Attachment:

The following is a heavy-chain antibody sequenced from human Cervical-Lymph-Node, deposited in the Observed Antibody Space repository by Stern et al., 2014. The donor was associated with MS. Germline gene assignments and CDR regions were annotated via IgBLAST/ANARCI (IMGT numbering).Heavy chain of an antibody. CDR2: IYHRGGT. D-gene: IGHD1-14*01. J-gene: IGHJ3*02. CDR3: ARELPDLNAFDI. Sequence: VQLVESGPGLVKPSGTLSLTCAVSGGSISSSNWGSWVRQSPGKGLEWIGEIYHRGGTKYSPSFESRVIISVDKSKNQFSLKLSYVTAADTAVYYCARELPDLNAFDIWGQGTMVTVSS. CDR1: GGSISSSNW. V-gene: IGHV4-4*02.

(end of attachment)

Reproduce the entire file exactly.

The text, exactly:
The following is a heavy-chain antibody sequenced from human Cervical-Lymph-Node, deposited in the Observed Antibody Space repository by Stern et al., 2014. The donor was associated with MS. Germline gene assignments and CDR regions were annotated via IgBLAST/ANARCI (IMGT numbering).Heavy chain of an antibody. CDR2: IYHRGGT. D-gene: IGHD1-14*01. J-gene: IGHJ3*02. CDR3: ARELPDLNAFDI. Sequence: VQLVESGPGLVKPSGTLSLTCAVSGGSISSSNWGSWVRQSPGKGLEWIGEIYHRGGTKYSPSFESRVIISVDKSKNQFSLKLSYVTAADTAVYYCARELPDLNAFDIWGQGTMVTVSS. CDR1: GGSISSSNW. V-gene: IGHV4-4*02.